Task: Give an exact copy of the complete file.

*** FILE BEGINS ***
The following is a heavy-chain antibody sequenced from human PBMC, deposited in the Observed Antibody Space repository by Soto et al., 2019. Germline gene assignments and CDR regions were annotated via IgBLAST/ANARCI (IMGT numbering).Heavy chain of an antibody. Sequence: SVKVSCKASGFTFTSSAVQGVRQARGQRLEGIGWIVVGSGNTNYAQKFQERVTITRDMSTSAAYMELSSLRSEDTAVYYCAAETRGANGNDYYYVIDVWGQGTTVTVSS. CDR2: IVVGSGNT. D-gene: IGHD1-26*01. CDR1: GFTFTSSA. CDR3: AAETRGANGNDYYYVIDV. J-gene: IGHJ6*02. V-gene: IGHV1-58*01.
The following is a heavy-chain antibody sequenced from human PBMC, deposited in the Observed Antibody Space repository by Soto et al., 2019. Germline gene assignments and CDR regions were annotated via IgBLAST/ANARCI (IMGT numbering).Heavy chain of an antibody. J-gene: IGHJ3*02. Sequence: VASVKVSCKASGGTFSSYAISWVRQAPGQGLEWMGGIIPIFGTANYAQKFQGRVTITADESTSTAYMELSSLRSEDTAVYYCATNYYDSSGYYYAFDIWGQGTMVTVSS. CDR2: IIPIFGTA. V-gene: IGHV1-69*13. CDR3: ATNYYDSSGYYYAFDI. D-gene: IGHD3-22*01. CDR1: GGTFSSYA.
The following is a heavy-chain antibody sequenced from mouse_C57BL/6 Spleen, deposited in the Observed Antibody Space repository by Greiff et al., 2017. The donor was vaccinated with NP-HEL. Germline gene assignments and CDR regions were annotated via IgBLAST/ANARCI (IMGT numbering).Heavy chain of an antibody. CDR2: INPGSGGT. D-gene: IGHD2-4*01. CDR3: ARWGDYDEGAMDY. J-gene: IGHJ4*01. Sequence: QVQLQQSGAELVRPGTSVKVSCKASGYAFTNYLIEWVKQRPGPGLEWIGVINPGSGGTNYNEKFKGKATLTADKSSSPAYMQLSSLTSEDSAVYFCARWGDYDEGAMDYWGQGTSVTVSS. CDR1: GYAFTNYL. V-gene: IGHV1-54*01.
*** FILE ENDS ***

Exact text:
The following is a heavy-chain antibody sequenced from human PBMC, deposited in the Observed Antibody Space repository by Soto et al., 2019. Germline gene assignments and CDR regions were annotated via IgBLAST/ANARCI (IMGT numbering).Heavy chain of an antibody. Sequence: SVKVSCKASGFTFTSSAVQGVRQARGQRLEGIGWIVVGSGNTNYAQKFQERVTITRDMSTSAAYMELSSLRSEDTAVYYCAAETRGANGNDYYYVIDVWGQGTTVTVSS. CDR2: IVVGSGNT. D-gene: IGHD1-26*01. CDR1: GFTFTSSA. CDR3: AAETRGANGNDYYYVIDV. J-gene: IGHJ6*02. V-gene: IGHV1-58*01.
The following is a heavy-chain antibody sequenced from human PBMC, deposited in the Observed Antibody Space repository by Soto et al., 2019. Germline gene assignments and CDR regions were annotated via IgBLAST/ANARCI (IMGT numbering).Heavy chain of an antibody. J-gene: IGHJ3*02. Sequence: VASVKVSCKASGGTFSSYAISWVRQAPGQGLEWMGGIIPIFGTANYAQKFQGRVTITADESTSTAYMELSSLRSEDTAVYYCATNYYDSSGYYYAFDIWGQGTMVTVSS. CDR2: IIPIFGTA. V-gene: IGHV1-69*13. CDR3: ATNYYDSSGYYYAFDI. D-gene: IGHD3-22*01. CDR1: GGTFSSYA.
The following is a heavy-chain antibody sequenced from mouse_C57BL/6 Spleen, deposited in the Observed Antibody Space repository by Greiff et al., 2017. The donor was vaccinated with NP-HEL. Germline gene assignments and CDR regions were annotated via IgBLAST/ANARCI (IMGT numbering).Heavy chain of an antibody. CDR2: INPGSGGT. D-gene: IGHD2-4*01. CDR3: ARWGDYDEGAMDY. J-gene: IGHJ4*01. Sequence: QVQLQQSGAELVRPGTSVKVSCKASGYAFTNYLIEWVKQRPGPGLEWIGVINPGSGGTNYNEKFKGKATLTADKSSSPAYMQLSSLTSEDSAVYFCARWGDYDEGAMDYWGQGTSVTVSS. CDR1: GYAFTNYL. V-gene: IGHV1-54*01.